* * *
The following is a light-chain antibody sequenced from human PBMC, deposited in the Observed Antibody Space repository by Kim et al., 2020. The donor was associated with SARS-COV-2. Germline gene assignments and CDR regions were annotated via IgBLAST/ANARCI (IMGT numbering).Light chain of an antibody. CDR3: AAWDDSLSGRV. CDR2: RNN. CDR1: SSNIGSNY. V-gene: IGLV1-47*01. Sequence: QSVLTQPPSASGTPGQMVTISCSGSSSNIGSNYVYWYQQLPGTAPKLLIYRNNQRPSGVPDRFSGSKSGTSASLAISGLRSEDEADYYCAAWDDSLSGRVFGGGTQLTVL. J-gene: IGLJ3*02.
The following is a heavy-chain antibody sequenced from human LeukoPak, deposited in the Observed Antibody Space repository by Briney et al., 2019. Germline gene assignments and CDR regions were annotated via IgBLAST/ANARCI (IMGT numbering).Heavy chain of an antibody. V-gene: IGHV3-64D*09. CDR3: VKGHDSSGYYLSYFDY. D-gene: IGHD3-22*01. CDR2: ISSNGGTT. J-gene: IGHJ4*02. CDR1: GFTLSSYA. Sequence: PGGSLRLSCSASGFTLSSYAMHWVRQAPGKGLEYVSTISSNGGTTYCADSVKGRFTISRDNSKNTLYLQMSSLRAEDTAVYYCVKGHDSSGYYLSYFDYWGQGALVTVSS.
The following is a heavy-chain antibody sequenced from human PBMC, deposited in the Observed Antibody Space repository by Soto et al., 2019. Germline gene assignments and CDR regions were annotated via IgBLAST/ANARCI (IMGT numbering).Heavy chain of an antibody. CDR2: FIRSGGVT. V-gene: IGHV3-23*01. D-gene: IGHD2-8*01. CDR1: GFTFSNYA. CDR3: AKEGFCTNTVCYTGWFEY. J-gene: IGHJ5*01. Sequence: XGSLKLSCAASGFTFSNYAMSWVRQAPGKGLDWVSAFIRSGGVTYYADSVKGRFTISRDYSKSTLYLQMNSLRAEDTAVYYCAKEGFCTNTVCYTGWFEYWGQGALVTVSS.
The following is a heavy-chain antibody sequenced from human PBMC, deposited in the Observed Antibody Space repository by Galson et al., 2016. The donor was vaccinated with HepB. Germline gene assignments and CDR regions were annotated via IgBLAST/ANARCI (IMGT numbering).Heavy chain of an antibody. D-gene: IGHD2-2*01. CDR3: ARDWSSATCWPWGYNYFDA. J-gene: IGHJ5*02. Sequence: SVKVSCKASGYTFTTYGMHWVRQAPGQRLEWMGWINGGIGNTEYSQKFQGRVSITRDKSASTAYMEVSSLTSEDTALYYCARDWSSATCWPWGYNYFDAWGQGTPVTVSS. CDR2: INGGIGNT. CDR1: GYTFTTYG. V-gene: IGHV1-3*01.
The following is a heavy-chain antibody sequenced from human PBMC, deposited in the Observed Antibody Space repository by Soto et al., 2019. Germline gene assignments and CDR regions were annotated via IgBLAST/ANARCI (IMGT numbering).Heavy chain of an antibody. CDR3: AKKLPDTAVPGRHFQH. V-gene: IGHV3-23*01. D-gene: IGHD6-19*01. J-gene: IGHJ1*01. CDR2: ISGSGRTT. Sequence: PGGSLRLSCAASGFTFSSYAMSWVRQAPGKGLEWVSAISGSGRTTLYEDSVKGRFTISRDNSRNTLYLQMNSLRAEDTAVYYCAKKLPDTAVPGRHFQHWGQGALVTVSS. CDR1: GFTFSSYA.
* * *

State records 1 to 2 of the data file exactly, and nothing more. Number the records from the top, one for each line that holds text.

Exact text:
The following is a light-chain antibody sequenced from human PBMC, deposited in the Observed Antibody Space repository by Kim et al., 2020. The donor was associated with SARS-COV-2. Germline gene assignments and CDR regions were annotated via IgBLAST/ANARCI (IMGT numbering).Light chain of an antibody. CDR3: AAWDDSLSGRV. CDR2: RNN. CDR1: SSNIGSNY. V-gene: IGLV1-47*01. Sequence: QSVLTQPPSASGTPGQMVTISCSGSSSNIGSNYVYWYQQLPGTAPKLLIYRNNQRPSGVPDRFSGSKSGTSASLAISGLRSEDEADYYCAAWDDSLSGRVFGGGTQLTVL. J-gene: IGLJ3*02.
The following is a heavy-chain antibody sequenced from human LeukoPak, deposited in the Observed Antibody Space repository by Briney et al., 2019. Germline gene assignments and CDR regions were annotated via IgBLAST/ANARCI (IMGT numbering).Heavy chain of an antibody. V-gene: IGHV3-64D*09. CDR3: VKGHDSSGYYLSYFDY. D-gene: IGHD3-22*01. CDR2: ISSNGGTT. J-gene: IGHJ4*02. CDR1: GFTLSSYA. Sequence: PGGSLRLSCSASGFTLSSYAMHWVRQAPGKGLEYVSTISSNGGTTYCADSVKGRFTISRDNSKNTLYLQMSSLRAEDTAVYYCVKGHDSSGYYLSYFDYWGQGALVTVSS.